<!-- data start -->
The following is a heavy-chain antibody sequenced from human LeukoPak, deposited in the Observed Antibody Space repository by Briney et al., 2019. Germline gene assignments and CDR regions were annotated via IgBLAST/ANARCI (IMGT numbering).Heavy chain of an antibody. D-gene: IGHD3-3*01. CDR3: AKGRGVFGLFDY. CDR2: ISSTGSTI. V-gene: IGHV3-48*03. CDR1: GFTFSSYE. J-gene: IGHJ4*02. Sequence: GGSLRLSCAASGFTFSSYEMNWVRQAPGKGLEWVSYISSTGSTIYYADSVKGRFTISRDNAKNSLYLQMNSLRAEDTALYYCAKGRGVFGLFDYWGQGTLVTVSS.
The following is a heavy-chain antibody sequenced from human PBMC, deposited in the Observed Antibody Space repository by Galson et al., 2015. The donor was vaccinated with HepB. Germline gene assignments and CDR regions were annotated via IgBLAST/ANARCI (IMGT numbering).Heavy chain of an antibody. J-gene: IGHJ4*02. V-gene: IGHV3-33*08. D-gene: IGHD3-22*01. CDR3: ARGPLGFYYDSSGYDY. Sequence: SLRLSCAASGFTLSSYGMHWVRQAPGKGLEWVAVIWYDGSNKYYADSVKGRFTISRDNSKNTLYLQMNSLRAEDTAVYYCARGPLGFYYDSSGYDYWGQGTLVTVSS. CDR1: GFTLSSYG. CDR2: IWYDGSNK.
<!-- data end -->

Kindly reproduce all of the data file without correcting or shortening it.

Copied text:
The following is a heavy-chain antibody sequenced from human LeukoPak, deposited in the Observed Antibody Space repository by Briney et al., 2019. Germline gene assignments and CDR regions were annotated via IgBLAST/ANARCI (IMGT numbering).Heavy chain of an antibody. D-gene: IGHD3-3*01. CDR3: AKGRGVFGLFDY. CDR2: ISSTGSTI. V-gene: IGHV3-48*03. CDR1: GFTFSSYE. J-gene: IGHJ4*02. Sequence: GGSLRLSCAASGFTFSSYEMNWVRQAPGKGLEWVSYISSTGSTIYYADSVKGRFTISRDNAKNSLYLQMNSLRAEDTALYYCAKGRGVFGLFDYWGQGTLVTVSS.
The following is a heavy-chain antibody sequenced from human PBMC, deposited in the Observed Antibody Space repository by Galson et al., 2015. The donor was vaccinated with HepB. Germline gene assignments and CDR regions were annotated via IgBLAST/ANARCI (IMGT numbering).Heavy chain of an antibody. J-gene: IGHJ4*02. V-gene: IGHV3-33*08. D-gene: IGHD3-22*01. CDR3: ARGPLGFYYDSSGYDY. Sequence: SLRLSCAASGFTLSSYGMHWVRQAPGKGLEWVAVIWYDGSNKYYADSVKGRFTISRDNSKNTLYLQMNSLRAEDTAVYYCARGPLGFYYDSSGYDYWGQGTLVTVSS. CDR1: GFTLSSYG. CDR2: IWYDGSNK.